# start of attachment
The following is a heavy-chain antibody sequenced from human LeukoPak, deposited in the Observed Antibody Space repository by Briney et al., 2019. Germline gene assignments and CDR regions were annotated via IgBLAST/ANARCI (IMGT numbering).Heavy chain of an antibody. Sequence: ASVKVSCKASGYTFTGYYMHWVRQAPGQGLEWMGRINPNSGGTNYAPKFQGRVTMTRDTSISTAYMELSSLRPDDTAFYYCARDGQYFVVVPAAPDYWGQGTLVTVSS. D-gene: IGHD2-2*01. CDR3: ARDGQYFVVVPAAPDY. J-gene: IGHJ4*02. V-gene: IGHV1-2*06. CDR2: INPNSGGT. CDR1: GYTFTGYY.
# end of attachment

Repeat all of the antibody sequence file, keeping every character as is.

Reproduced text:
The following is a heavy-chain antibody sequenced from human LeukoPak, deposited in the Observed Antibody Space repository by Briney et al., 2019. Germline gene assignments and CDR regions were annotated via IgBLAST/ANARCI (IMGT numbering).Heavy chain of an antibody. Sequence: ASVKVSCKASGYTFTGYYMHWVRQAPGQGLEWMGRINPNSGGTNYAPKFQGRVTMTRDTSISTAYMELSSLRPDDTAFYYCARDGQYFVVVPAAPDYWGQGTLVTVSS. D-gene: IGHD2-2*01. CDR3: ARDGQYFVVVPAAPDY. J-gene: IGHJ4*02. V-gene: IGHV1-2*06. CDR2: INPNSGGT. CDR1: GYTFTGYY.